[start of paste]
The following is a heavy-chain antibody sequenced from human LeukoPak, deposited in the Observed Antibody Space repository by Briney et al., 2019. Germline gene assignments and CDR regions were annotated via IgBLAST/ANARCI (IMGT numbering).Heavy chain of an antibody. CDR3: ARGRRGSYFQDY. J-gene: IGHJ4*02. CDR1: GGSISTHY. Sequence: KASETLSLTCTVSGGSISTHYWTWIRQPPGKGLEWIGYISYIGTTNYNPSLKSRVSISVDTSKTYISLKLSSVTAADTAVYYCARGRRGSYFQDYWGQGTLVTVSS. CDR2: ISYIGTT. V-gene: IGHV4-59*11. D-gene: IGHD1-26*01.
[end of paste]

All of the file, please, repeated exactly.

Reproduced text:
The following is a heavy-chain antibody sequenced from human LeukoPak, deposited in the Observed Antibody Space repository by Briney et al., 2019. Germline gene assignments and CDR regions were annotated via IgBLAST/ANARCI (IMGT numbering).Heavy chain of an antibody. CDR3: ARGRRGSYFQDY. J-gene: IGHJ4*02. CDR1: GGSISTHY. Sequence: KASETLSLTCTVSGGSISTHYWTWIRQPPGKGLEWIGYISYIGTTNYNPSLKSRVSISVDTSKTYISLKLSSVTAADTAVYYCARGRRGSYFQDYWGQGTLVTVSS. CDR2: ISYIGTT. V-gene: IGHV4-59*11. D-gene: IGHD1-26*01.